By Alexander Bolton - 05/27/10 10:00 AM EDT
Conservatives are pressuring Sen. Orrin Hatch (R-Utah) to send a message to President Barack Obama’s deficit commission by saying he opposes any tax increases.
One group said the senator faces “political suicide” if he doesn’t take a strong stance against increased taxes.
“Everybody knows I’m a tax cutter and not a tax increaser, so the odds are that I probably couldn’t support something that would increase taxes, especially given the amount of spending going on,” said Hatch.
Hatch, as the senior Republican on Finance, would have significant say over proposed tax increases, and conservatives believe he could send a message to the commission by taking a strong stance now.
“Sen. Hatch will be assuming the lead role on the Senate Finance Committee and he will be speaking for Republicans on taxes,” said Pete Sepp, executive vice president of the National Taxpayers Union.
“It makes sense for him to come out with a clear position now, especially since the commission has already met twice,” Sepp said.
Hatch has questioned the wisdom of raising taxes while the economy is struggling and has said he may reject proposed tax increases even if they are recommended by a strong majority of the commission.
But conservatives want a definitive answer before the 18-member commission releases its recommendations for reducing the deficit.
The panel will issue its findings by Dec. 1. While the Congress is not required to vote on the proposed package of spending cuts and tax increases, the recommendations are expected to have significant political momentum.
And Hatch could face a challenge from his right in the 2012 Utah Republican primary.
Rep. Jason Chaffetz (R-Utah) has said he will decide whether to run against Hatch by the fall of next year.
The Club for Growth, which spent nearly $200,000 to defeat Hatch’s home-state colleague, Sen. Bob Bennett (R), would also like Hatch to take a strong stance against tax increases.
“We’d like to get a commitment from all Republicans on the Finance panel to oppose new taxes,” said Andrew Roth, vice president for government affairs at the Club for Growth. “It would be political suicide for Orrin Hatch to not do so.”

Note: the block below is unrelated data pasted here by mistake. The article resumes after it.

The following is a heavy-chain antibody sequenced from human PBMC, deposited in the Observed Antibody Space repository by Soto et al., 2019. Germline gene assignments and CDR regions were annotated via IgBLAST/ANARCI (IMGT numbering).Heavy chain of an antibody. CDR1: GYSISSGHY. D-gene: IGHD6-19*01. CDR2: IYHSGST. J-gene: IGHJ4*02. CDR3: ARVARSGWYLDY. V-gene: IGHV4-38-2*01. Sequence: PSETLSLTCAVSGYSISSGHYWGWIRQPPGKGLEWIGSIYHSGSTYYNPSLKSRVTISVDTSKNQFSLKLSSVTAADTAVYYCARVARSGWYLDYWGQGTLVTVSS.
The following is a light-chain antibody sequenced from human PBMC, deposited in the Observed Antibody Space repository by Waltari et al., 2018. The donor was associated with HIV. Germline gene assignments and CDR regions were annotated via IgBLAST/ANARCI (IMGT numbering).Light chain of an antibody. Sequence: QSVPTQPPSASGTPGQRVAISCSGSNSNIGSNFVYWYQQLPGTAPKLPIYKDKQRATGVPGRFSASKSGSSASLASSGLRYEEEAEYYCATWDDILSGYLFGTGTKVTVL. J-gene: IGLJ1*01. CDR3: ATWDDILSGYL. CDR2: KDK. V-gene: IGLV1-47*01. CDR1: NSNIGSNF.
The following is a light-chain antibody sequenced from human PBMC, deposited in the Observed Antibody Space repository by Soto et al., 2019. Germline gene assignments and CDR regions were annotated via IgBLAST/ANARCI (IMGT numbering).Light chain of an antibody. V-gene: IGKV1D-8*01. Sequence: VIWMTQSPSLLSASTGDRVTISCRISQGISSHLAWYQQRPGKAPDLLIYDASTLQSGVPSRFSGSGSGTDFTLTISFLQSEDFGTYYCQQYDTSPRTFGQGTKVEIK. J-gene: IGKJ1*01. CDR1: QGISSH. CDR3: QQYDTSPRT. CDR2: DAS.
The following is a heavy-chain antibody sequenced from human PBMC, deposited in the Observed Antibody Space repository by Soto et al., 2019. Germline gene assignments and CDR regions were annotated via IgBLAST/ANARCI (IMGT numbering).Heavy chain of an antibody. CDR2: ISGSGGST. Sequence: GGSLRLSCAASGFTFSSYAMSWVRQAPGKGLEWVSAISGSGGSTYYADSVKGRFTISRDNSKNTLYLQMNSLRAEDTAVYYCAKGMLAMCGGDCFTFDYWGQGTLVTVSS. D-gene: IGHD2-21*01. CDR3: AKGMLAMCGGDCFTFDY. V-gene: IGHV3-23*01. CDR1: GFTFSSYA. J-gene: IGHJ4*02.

Hatch says he will not make any commitment to block proposals from Obama’s deficit commission before he has a chance to review specific policy changes.
But Hatch says the Club for Growth can rest assured.
“I like the Club for Growth,” he said. “I don’t make commitments in advance until I see all the facts. I think they can pretty well rely that I don’t believe in increasing taxes at this time. I think we should reduce taxes.”
Hatch has burnished his conservative credentials in recent weeks by making strong statements against Obama’s agenda.
He penned an op-ed in The Salt Lake Tribune that bashed the Wall Street reform legislation as a proposal that would “stifle economic growth and job creation, strangle critical credit, send U.S. jobs overseas and add more burdensome, costly and misguided regulation onto the backs of struggling businesses.”
Hatch has also defended a new Arizona law cracking down on illegal immigrants from criticism by Obama administration officials. He said Arizona was forced to act because of the “catastrophic failure by the federal government to secure the border.”
Conservatives believe the National Commission on Fiscal Responsibility and Reform, which Obama created by executive order, is likely to recommend tax increases.
“The commission gives you a Republican fingerprint on the murder weapon of tax increases,” said Grover Norquist, president of Americans for Tax Reform, a conservative anti-tax group.
Norquist said the Republican co-chairman of the commission, former Sen. Alan Simpson (R-Wyo.), has a history of supporting proposals to cut spending and raise taxes intended to reduce the deficit.
Norquist noted that Simpson supported proposals in 1982 and 1990 that increased taxes but failed to rein in spending.
Norquist has spoken recently to Hatch and believes the lawmaker will hold the line against tax increases, if for no other reason than he saw Bennett get kicked off the GOP ballot in Utah by angry conservatives.
“Orrin Hatch is not going to tolerate a tax increase,” he said. “He’s a man of principle, he’s a solid Reagan Republican and he just saw Robert Bennett get whacked.”
Any recommendations to cut spending or increase taxes would have to be approved by 14 of the commission’s 18 members.
Obama has appointed six of the panel’s members. Senate Majority Leader Harry Reid (D-Nev.) and Speaker Nancy Pelosi (D-Calif.) have each appointed three commissioners.
GOP leaders in Congress have appointed six members of the commission.
This means that any proposed tax increases would have to win the support of at least two Republicans appointed by Senate Republican Leader Mitch McConnell (Ky.) or House GOP Leader John Boehner (Ohio).
Even so, Norquist believes it is “almost a certainty” the commission will suggest tax increases.
Hatch said even if it does make the recommendations with a big majority vote, he may reject the proposals.
“I’m certainly not going to be for something that doesn’t pass with honors, and I may not be for it even if it does,” Hatch said.